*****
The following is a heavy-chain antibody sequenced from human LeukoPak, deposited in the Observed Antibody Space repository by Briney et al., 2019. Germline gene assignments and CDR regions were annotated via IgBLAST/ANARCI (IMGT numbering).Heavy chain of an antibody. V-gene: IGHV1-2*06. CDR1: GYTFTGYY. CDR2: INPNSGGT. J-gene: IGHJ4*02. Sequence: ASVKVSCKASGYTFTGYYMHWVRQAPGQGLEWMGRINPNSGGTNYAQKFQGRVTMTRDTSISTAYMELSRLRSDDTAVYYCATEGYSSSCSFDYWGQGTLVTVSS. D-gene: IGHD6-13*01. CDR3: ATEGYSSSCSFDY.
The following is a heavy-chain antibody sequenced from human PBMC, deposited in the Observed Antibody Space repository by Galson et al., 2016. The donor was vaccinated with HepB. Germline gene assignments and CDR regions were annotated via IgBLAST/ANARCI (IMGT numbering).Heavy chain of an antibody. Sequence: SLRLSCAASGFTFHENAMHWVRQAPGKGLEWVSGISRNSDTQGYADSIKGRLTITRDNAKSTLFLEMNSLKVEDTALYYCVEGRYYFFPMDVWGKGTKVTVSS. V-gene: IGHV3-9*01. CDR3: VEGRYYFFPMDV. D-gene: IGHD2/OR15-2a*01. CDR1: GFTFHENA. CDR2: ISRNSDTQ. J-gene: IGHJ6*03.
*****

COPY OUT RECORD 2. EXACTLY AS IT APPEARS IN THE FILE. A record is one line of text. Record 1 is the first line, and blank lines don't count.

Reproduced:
The following is a heavy-chain antibody sequenced from human PBMC, deposited in the Observed Antibody Space repository by Galson et al., 2016. The donor was vaccinated with HepB. Germline gene assignments and CDR regions were annotated via IgBLAST/ANARCI (IMGT numbering).Heavy chain of an antibody. Sequence: SLRLSCAASGFTFHENAMHWVRQAPGKGLEWVSGISRNSDTQGYADSIKGRLTITRDNAKSTLFLEMNSLKVEDTALYYCVEGRYYFFPMDVWGKGTKVTVSS. V-gene: IGHV3-9*01. CDR3: VEGRYYFFPMDV. D-gene: IGHD2/OR15-2a*01. CDR1: GFTFHENA. CDR2: ISRNSDTQ. J-gene: IGHJ6*03.